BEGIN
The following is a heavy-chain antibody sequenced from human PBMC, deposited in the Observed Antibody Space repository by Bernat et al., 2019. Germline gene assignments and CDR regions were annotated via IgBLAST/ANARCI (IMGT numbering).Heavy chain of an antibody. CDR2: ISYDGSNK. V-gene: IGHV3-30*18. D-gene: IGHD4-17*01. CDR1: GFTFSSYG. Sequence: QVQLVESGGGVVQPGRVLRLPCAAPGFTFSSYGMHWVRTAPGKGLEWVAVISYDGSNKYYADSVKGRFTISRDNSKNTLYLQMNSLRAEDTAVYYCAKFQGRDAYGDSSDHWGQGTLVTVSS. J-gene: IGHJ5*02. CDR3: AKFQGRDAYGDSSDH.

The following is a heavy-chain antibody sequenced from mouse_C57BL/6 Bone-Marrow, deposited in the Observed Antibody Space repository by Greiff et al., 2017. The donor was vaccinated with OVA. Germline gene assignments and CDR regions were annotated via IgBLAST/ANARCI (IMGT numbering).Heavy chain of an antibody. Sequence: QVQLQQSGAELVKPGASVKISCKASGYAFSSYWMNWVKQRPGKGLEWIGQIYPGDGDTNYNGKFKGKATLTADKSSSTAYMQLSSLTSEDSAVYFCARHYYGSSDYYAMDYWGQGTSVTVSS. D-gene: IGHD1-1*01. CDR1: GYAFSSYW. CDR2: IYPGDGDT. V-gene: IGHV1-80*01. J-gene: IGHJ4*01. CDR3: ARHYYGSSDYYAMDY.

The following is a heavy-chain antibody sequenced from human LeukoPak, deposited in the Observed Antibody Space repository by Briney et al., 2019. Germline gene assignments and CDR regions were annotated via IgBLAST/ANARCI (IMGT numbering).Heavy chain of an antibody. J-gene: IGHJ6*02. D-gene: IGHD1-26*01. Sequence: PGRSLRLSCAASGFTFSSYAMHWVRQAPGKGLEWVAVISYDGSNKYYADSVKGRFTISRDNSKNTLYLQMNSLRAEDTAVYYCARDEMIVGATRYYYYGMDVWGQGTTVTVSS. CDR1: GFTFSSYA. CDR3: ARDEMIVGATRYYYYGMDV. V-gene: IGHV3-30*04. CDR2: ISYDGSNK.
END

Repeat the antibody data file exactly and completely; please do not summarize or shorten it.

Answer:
The following is a heavy-chain antibody sequenced from human PBMC, deposited in the Observed Antibody Space repository by Bernat et al., 2019. Germline gene assignments and CDR regions were annotated via IgBLAST/ANARCI (IMGT numbering).Heavy chain of an antibody. CDR2: ISYDGSNK. V-gene: IGHV3-30*18. D-gene: IGHD4-17*01. CDR1: GFTFSSYG. Sequence: QVQLVESGGGVVQPGRVLRLPCAAPGFTFSSYGMHWVRTAPGKGLEWVAVISYDGSNKYYADSVKGRFTISRDNSKNTLYLQMNSLRAEDTAVYYCAKFQGRDAYGDSSDHWGQGTLVTVSS. J-gene: IGHJ5*02. CDR3: AKFQGRDAYGDSSDH.

The following is a heavy-chain antibody sequenced from mouse_C57BL/6 Bone-Marrow, deposited in the Observed Antibody Space repository by Greiff et al., 2017. The donor was vaccinated with OVA. Germline gene assignments and CDR regions were annotated via IgBLAST/ANARCI (IMGT numbering).Heavy chain of an antibody. Sequence: QVQLQQSGAELVKPGASVKISCKASGYAFSSYWMNWVKQRPGKGLEWIGQIYPGDGDTNYNGKFKGKATLTADKSSSTAYMQLSSLTSEDSAVYFCARHYYGSSDYYAMDYWGQGTSVTVSS. D-gene: IGHD1-1*01. CDR1: GYAFSSYW. CDR2: IYPGDGDT. V-gene: IGHV1-80*01. J-gene: IGHJ4*01. CDR3: ARHYYGSSDYYAMDY.

The following is a heavy-chain antibody sequenced from human LeukoPak, deposited in the Observed Antibody Space repository by Briney et al., 2019. Germline gene assignments and CDR regions were annotated via IgBLAST/ANARCI (IMGT numbering).Heavy chain of an antibody. J-gene: IGHJ6*02. D-gene: IGHD1-26*01. Sequence: PGRSLRLSCAASGFTFSSYAMHWVRQAPGKGLEWVAVISYDGSNKYYADSVKGRFTISRDNSKNTLYLQMNSLRAEDTAVYYCARDEMIVGATRYYYYGMDVWGQGTTVTVSS. CDR1: GFTFSSYA. CDR3: ARDEMIVGATRYYYYGMDV. V-gene: IGHV3-30*04. CDR2: ISYDGSNK.